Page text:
eBooks and eReaders are exciting technologies that enable you to get your hands on that new bestseller at the speed of light. You can enlarge the typeface, bookmark your favorite parts, take notes, and also store or access from the cloud thousands of other titles with just one small, portable device. That’s great!! And now you’ve found out that your public library has free e-books! Life doesn’t get any better, does it?
Well, unfortunately, there’s going to be a little rain on this parade. You see, of the Big Six publishers, only Random House is currently allowing unrestricted sales of their e-titles to public libraries. And they just raised their prices significantly. Hachette, Simon & Schuster and Macmillan will not sell to public libraries at all. Penguin recently ceased sales to libraries (and is even considering cutting off access to titles already purchased), and Harper Collins sells their titles with a 26-use licensing restriction.
Compound that problem with the fact that many people received eReaders and tablets for the holidays. You’ll notice limited availability of the electronic books in our Digital Download Center  as demand has skyrocketed in these last few months. These digital titles that we buy through the distributor Overdrive are treated just like physical books; when one customer has a title checked out, it is unavailable to another until the lending period is over (the maximum period is three weeks). This is digital rights management (DRM) at work. Understandably, the publishers want this control on their copyright. They do not want what happened to the music industry to happen to them. However, they are so far unable to come up with a distribution model that meshes with the public library’s practice of first-sale and our desire to ensure that all citizens have access to reading materials, especially those that cannot afford to buy them.
We don’t want to regress to the days of long ago when only those who could afford to read had that privilege. We believe in the public library system and its mission of supporting an educated, enlightened, and informed citizenry. Part of that mission involves maintaining access for all. If only everyone could witness the international visitors to our library as they marvel at the availability of information and culture in our books, audiovisual materials, and on our internet stations. You would understand and appreciate in an instant this unique, democratic privilege of ours. This privilege is under serious threat as the availability of print begins to shrink, publishers continue to refuse to sell to libraries and purchasing (actually leasing) a book electronically becomes the only option for individuals.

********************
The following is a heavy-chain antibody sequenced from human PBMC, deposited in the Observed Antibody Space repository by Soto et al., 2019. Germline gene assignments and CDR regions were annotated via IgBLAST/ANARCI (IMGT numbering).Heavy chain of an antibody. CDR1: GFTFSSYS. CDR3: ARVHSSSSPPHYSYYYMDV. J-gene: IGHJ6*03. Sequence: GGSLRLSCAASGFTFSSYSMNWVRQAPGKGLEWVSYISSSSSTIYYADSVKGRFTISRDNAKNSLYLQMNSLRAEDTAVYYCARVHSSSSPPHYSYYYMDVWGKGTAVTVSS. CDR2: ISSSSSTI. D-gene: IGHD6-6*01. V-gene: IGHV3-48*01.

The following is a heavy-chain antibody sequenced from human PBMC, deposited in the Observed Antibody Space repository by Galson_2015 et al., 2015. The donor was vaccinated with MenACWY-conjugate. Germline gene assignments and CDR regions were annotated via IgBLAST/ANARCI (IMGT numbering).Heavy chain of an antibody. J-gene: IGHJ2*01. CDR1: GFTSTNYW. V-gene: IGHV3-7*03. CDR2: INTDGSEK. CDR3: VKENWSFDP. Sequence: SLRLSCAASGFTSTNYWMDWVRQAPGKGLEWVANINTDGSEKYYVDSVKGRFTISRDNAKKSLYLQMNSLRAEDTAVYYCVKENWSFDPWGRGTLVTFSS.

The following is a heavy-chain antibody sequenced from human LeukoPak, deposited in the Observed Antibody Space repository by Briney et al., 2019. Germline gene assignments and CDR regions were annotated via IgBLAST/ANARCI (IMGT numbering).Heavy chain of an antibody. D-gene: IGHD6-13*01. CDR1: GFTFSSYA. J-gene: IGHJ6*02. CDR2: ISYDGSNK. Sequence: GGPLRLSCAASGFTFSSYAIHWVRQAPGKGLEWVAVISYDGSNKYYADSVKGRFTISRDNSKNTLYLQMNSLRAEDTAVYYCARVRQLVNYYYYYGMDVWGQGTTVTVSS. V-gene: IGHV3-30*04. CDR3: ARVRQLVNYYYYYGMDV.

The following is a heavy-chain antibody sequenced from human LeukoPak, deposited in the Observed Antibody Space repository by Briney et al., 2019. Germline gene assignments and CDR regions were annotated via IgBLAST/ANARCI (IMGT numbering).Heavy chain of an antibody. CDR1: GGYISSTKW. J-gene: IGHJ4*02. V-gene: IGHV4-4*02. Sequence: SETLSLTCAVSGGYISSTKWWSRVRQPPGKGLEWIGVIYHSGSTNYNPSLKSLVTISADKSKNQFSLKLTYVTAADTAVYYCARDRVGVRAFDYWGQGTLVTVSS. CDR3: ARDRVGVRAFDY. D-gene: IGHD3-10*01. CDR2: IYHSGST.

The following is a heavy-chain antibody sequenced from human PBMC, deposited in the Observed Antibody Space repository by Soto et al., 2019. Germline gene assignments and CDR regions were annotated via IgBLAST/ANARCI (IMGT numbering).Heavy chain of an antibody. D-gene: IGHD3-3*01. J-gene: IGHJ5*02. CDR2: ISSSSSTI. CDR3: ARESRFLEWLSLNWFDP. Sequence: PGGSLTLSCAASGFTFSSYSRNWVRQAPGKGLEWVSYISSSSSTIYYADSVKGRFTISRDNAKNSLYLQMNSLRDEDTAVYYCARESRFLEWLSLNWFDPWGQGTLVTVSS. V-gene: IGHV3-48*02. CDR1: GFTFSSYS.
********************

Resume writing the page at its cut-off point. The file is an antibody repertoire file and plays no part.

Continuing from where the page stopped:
We are continually seeking solutions to this 21st century problem. New providers of ebooks and different models of distribution are on the horizon, and we are exploring these alternatives. We are hopeful that publishers appreciate the role the public library has played in “growing” the readers (the people kind) that buy their books and that they will work with us so that we may continue to promote literacy, encourage lifelong learning, and ensure access to vital information so necessary to sustain our democratic society.